For Turkey, Syria is a problem but so is Iraq, and the challenge in both cases is to find ways to use its influence to encourage stability.
A crisis in Ankara's backyard that does not involve Assad
When leading politicians from around the world met in Tunis late last month to discuss what to do next to help Syrians under siege, many of the "Friends of Syria" focused on the pivotal role that Turkey, Syria's large and influential northern neighbour, can play in shaping the outcome.
But Turks themselves are equally focused on another neighbour just as troublesome: Iraq, with its rising sectarian tensions and semi-autonomous Kurdish region. The potential for the Iraqi political standoff to deteriorate into a full sectarian conflict, with all that might portend for Kurdish irredentism both in northern Iraq and in Turkey proper, fills Ankara's strategists with almost as much angst as the Syrian nightmare.
Thus, in a bid to defuse tensions, both between Turkey and Iraq and among the Iraqi factions, Turkey recently announced that it was planning to invite leading figures from Iraq's divided Sunni and Shia communities to Istanbul in the coming weeks to build confidence and discuss possible steps towards resolving the political crisis in Iraq.
The invitation comes at a pivotal time, with domestic and regional dynamics making Iraq a sensitive issue not only for Turkey but also for the United States, and the region. The political deadlock on Turkey's Kurdish question, the violent instability in Syria, and the persistent threats of a strike on Iran, together with the US withdrawal from Iraq, have served only to add fuel to the recent spat between Iraqi Prime Minister Nouri Al Maliki and Turkish Prime Minister Recep Tayyip Erdogan.
The heated rhetoric between Mr Al Maliki and Mr Erdogan flared up in January after the Maliki government issued an arrest warrant for Sunni Vice President Tarek Al Hashemi on charges of supporting terrorist acts.
The Turkish and Iraqi leaders accused each other of stoking sectarian tensions, with Mr Erdogan warning that Ankara would not remain silent if it felt Baghdad was pushing Iraq into a sectarian conflict. Later in the month, rockets were fired at the Turkish embassy in Baghdad, which Turkey took as a warning by Mr Al Maliki's forces.
The diplomatic row between the two countries stems from differences over several issues.
First, Mr Al Maliki didn't much appreciate Turkey's relatively open support for his rival, Ayad Allawi, in the 2010 Iraqi elections.
Second, Baghdad's rapprochement with Iran makes Turkey nervous, as it does Iraq's Sunni Arab neighbours to the south.
Third, the two governments differ starkly in their reaction to the Syrian crisis, with Turkey voicing sharp criticism of the Bashar Al Assad regime and hosting opposition elements, whereas Iraq has tacitly backed Mr Al Assad, fearing a civil war in Syria would have a violent spillover effect.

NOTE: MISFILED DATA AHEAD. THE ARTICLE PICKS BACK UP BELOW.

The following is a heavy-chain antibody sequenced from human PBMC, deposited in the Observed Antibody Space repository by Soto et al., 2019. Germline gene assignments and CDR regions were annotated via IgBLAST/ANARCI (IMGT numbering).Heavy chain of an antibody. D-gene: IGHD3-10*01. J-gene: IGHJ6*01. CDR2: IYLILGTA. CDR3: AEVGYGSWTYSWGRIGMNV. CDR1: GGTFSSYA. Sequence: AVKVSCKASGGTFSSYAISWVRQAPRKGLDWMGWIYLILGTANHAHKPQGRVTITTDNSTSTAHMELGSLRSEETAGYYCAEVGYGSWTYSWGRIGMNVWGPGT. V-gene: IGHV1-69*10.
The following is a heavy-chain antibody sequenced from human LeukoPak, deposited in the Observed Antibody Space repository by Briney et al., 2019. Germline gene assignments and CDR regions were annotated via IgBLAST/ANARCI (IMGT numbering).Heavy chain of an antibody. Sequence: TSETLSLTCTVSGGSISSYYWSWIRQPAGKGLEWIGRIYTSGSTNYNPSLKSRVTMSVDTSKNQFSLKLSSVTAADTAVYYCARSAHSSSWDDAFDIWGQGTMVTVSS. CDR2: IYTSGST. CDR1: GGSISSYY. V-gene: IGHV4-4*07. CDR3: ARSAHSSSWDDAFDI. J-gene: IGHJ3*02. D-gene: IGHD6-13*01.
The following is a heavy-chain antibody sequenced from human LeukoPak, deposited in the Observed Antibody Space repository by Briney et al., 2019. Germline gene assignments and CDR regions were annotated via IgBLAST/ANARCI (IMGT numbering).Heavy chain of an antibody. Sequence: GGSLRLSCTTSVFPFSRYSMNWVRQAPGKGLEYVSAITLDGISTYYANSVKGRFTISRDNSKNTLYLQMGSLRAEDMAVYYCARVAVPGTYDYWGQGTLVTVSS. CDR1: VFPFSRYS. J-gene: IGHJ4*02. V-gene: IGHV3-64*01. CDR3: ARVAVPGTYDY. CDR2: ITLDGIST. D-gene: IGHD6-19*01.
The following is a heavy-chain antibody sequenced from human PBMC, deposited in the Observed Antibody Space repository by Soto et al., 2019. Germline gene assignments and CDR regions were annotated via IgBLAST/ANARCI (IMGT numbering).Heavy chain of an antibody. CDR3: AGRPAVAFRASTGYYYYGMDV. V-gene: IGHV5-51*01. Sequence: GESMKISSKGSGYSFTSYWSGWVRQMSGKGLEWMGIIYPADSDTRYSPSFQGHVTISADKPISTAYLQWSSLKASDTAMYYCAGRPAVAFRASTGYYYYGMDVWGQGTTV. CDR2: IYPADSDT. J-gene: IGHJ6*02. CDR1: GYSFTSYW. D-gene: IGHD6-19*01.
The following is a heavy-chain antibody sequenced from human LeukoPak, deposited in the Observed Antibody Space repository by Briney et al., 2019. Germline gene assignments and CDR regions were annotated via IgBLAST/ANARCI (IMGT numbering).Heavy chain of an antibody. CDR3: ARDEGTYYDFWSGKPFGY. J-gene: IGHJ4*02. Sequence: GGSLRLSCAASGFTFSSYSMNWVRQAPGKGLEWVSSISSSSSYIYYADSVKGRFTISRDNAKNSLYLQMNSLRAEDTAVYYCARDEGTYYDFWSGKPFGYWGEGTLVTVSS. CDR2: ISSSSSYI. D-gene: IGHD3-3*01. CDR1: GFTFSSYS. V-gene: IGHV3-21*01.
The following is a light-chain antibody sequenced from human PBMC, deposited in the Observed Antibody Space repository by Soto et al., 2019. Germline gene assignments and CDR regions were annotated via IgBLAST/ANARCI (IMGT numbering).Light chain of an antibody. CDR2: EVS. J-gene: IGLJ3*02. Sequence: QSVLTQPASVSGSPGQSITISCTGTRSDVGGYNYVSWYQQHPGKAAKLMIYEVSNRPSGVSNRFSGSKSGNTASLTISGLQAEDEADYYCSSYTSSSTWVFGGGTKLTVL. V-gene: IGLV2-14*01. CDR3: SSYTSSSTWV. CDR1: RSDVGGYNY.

Finally, the Turks perceive that Mr Al Maliki has been trying to push influential Sunnis out of positions of power, thereby increasing the likelihood of a reversion to the kind of sectarian war witnessed in 2006 and 2007. Such a scenario, in Ankara's view, could even lead to the break-up of Iraq into three regions, with the Kurds in the north finally gaining their independence, a development with important implications for the status of Turkey's own Kurdish minority.
Evidently, Turkey fears any eventual Iraqi Kurdish autonomy might lead to similar territorial claims among Kurds within its borders.
This fear is driving Turkey to urge Baghdad to adopt a more inclusive approach in its domestic political arrangements, allowing Sunnis and Kurds to feel they have a real share of power. In recent months, though, Mr Al Maliki appears to have acted with the opposite impulse, appointing Shia loyalists to key positions in the army and arresting Sunni politicians on terrorism charges.
Mr Erdogan has not lost hope, however, that he can repair the rift and improve ties, given the importance Turkey plays in Iraq's regional integration. While Iraq's stability and unity remain of primary importance to Ankara, Baghdad has no interest in losing Turkey as a friend and partner. With high unemployment, poor infrastructure and ongoing terror attacks in Iraq, Mr Al Maliki desperately needs foreign investment to be able to deliver on his promises of an improving economy.
Turkey currently runs neck-and-neck with Iran as Iraq's biggest trading partner, but with Iran's increasing isolation and economic fragility under the pressure of severe sanctions, the Turks are betting Iraq will realise they can ill afford to alienate their giant northern neighbour.
It should be a very interesting meeting in Istanbul indeed.
Gonul Tol is the Executive Director of the Middle East Institute's Centre for Turkish Studies in Washington